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As a research team, our goals are two fold: to mobilize the crispr/cas bacterial immune system on a plasmid, and subsequently utilize this system as an intelligent gene targeting method capable of eliminating antibiotic resistance.
Georgia Tech iGEM 2011

Who we are

Dr. Eric Gaucher Dr. Eric Gaucher exploits a multidisciplinary approach towards research to generate an 'evolutionary synthetic biology'. This combination of molecular evolution and biomedicine provides a better understanding of basic molecular processes while simultaneously generating biomolecules useful for industrial and therapeutic purposes. Dr. Gaucher received his Ph.D. in 2001 and then worked for NASA until 2003 studying the Origins and Evolution of Early Life. He was then Researcher/President of a non-profit research organization until 2008 at which time he accepted an Associate Professor position at the Georgia Institute of Technology.
Dr. Brian Hammer Dr. Brian Hammer is a molecular microbiologist interested a process of chemical communication called Quorum Sensing, which bacteria use to orchestrate group behavior. He received his MS in aquatic ecology from the University of Michigan in 1995 and his PhD in Microbiology from the University of Michigan Medical School in 2001. He was a National Science Foundation (NSF) Postdoctoral Fellow and Research Scientist at Princeton University from 2001-2008. Dr. Hammer joined Georgia Tech in 2008 where he is currently an Assistant Professor in the School of Biology. Dr. Hammer is funded by two programs at the NSF: the Division of the Molecular and Cellular Biosciences (MCB); and the Network Science and Engineering (NetSE) program.

Many of his lab members study the aquatic pathogen Vibrio cholerae, with a focus on the molecular mechanisms that permit this bacterium to convert extracellular chemical signals into changes in the expression of genes important in marine systems and the human host. In addition, other members of the Hammer lab are developing synthetic quorum sensing systems to model, simulate, and experimentally validate the fundamental limits and protocols for molecular communication. This work is in collaboration with several professors in the College of Engineering at Georgia Tech.
Dr. Mark Styczynski Dr. Mark Styczynski uses experimental and computational techniques to study the connections between the different layers of regulation in cells and the cells' ultimate phenotypic outcomes. Of most interest to his lab are metabolites, the small molecule building blocks necessary for all cellular functions both as source materials and as cues that prompt regulation and other cellular responses. He studies metabolism in a variety of systems ranging from yeast to human cancer cell lines. Dr. Styczynski received his PhD from MIT in 2007, was a postdoctoral associate at the Broad Institute from 2007 to 2009, and joined the School of Chemical & Biomolecular Engineering at Georgia Tech in 2009 as an Assistant Professor.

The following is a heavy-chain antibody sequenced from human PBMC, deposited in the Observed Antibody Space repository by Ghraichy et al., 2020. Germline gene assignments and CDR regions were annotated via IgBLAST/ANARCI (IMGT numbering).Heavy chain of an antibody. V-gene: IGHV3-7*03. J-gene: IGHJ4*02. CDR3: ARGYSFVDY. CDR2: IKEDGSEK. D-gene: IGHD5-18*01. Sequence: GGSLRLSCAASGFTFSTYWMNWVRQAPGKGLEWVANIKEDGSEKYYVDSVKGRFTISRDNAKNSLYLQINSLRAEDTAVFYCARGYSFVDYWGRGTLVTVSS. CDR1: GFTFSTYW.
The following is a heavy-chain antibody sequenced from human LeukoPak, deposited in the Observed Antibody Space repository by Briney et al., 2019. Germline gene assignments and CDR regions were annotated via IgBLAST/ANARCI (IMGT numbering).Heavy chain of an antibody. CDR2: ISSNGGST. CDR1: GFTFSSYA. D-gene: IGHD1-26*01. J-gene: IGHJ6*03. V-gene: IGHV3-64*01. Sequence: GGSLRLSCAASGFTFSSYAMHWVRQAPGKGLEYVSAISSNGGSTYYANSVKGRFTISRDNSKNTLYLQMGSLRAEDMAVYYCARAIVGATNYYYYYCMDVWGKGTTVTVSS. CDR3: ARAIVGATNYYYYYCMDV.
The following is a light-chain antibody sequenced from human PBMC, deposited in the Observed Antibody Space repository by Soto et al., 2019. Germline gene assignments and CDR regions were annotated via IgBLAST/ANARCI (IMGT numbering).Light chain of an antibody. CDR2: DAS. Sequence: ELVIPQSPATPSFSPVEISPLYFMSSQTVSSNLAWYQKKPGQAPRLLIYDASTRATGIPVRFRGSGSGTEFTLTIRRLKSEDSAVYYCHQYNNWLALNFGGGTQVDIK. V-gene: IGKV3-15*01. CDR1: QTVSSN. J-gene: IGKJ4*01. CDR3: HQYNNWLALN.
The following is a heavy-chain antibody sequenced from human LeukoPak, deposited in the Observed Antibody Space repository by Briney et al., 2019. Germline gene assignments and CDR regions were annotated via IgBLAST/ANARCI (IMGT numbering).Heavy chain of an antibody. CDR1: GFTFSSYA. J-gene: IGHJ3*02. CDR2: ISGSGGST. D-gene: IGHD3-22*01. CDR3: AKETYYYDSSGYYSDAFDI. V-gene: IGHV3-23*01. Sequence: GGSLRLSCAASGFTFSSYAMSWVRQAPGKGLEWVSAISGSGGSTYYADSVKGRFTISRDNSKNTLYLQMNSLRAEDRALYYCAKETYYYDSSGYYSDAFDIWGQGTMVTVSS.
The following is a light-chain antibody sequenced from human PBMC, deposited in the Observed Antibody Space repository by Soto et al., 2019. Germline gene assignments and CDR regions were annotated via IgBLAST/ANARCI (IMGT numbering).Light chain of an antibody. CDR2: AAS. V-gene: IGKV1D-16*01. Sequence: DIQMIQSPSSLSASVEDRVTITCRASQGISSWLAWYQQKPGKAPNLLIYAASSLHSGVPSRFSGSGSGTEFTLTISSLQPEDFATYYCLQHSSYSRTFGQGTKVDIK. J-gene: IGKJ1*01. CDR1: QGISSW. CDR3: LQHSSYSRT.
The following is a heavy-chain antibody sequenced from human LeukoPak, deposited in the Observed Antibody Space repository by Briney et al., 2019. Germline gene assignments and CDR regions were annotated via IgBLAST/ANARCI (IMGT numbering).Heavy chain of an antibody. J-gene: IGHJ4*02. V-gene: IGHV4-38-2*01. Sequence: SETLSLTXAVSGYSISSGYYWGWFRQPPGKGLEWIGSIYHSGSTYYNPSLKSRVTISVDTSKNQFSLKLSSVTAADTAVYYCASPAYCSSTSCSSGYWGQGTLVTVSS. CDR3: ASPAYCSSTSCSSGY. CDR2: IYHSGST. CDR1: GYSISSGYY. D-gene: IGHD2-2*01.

Dr. Joshua S. Weitz Dr. Joshua Weitz is a quantitative biologist interested in the structure and dynamics of complex biological systems. He received his PhD in Physics from MIT in 2003 and was a NSF Postdoctoral Fellow and Associate Research Scholar at Princeton University from 2003-2006. Dr. Weitz joined Georgia Tech in 2007 where he is currently an Assistant Professor of Biology with courtesy appointments in Physics and Bioengineering. Dr. Weitz is the recipient of a Burroughs Wellcome Career Award at the Scientific Interface and is funded by the James S. McDonnell Foundation, NSF, and DARPA. His research group includes ecologists, mathematicians, physicists and bioinformaticians working on four major research themes: (i) viral dynamics at the molecular, population and evolutionary scales; (ii) quantitative systems biology and bioinformatics; (iii) structure and function of vascular networks; (iv) theoretical ecology and epidemiology. The work in the Weitz group is primarily theoretical in nature, and utilizes the tools of nonlinear dynamics, stochastic processes, and large-scale data analysis to interact with experimentalists. Examples of recent and ongoing projects include studies of collective decision making in bacterial viruses, robustness and fragility of gene regulatory networks to copy number variation, unsupervised approaches to binning short environmental sequence fragments, network phenotyping and classification of root system architecture, and a Hierarchical Bayesian analysis of allometric scaling models in biology. .
Student Members
Mitesh Agrawal
Calvin Goveia
Kettner Griswold Jr.
Hannah Keith
Priya Kurani
Paul Sebexen

What we did

(Provide proper attribution for all work)

Where we're from